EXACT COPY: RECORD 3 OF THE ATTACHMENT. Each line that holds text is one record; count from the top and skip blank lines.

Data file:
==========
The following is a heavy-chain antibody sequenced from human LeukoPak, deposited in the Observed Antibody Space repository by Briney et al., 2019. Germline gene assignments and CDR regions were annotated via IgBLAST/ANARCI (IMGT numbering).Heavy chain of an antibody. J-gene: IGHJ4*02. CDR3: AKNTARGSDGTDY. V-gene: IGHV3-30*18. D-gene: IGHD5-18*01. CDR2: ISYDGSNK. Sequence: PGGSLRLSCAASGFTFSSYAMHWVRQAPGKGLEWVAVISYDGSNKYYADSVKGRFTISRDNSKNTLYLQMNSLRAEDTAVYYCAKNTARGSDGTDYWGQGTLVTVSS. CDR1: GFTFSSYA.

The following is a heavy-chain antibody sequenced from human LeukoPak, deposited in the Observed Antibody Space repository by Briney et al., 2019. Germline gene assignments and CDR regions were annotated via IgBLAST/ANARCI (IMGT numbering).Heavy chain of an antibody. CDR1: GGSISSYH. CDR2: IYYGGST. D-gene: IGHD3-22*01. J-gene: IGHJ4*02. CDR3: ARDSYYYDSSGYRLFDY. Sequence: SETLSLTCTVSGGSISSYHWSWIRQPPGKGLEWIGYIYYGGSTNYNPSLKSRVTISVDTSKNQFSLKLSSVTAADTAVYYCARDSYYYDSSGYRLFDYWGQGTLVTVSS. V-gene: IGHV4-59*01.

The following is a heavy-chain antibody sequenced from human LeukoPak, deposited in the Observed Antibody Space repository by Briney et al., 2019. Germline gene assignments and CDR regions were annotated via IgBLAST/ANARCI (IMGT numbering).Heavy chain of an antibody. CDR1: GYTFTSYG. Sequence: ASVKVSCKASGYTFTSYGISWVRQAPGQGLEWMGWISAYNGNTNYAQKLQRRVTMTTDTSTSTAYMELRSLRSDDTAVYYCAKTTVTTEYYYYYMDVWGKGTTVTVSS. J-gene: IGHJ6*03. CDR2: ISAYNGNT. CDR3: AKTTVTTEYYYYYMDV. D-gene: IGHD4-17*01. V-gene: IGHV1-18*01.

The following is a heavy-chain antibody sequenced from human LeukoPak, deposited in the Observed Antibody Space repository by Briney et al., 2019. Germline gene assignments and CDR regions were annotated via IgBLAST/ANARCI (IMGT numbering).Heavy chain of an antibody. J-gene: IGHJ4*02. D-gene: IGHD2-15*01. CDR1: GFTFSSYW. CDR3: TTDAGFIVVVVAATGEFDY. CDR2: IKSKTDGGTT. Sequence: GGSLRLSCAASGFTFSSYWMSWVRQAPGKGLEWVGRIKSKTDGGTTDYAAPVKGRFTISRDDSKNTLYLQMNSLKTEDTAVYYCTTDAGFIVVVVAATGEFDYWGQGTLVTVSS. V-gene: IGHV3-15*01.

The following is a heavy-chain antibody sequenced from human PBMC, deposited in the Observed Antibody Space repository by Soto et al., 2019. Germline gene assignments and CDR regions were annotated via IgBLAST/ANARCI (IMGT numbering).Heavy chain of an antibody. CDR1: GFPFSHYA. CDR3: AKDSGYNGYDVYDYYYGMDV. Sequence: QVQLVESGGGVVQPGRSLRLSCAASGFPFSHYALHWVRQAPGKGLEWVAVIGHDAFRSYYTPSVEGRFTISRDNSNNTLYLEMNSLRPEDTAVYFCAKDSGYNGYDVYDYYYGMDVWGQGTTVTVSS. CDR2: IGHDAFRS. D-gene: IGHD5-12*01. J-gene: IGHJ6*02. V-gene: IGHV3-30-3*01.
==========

The following is a heavy-chain antibody sequenced from human LeukoPak, deposited in the Observed Antibody Space repository by Briney et al., 2019. Germline gene assignments and CDR regions were annotated via IgBLAST/ANARCI (IMGT numbering).Heavy chain of an antibody. CDR1: GYTFTSYG. Sequence: ASVKVSCKASGYTFTSYGISWVRQAPGQGLEWMGWISAYNGNTNYAQKLQRRVTMTTDTSTSTAYMELRSLRSDDTAVYYCAKTTVTTEYYYYYMDVWGKGTTVTVSS. J-gene: IGHJ6*03. CDR2: ISAYNGNT. CDR3: AKTTVTTEYYYYYMDV. D-gene: IGHD4-17*01. V-gene: IGHV1-18*01.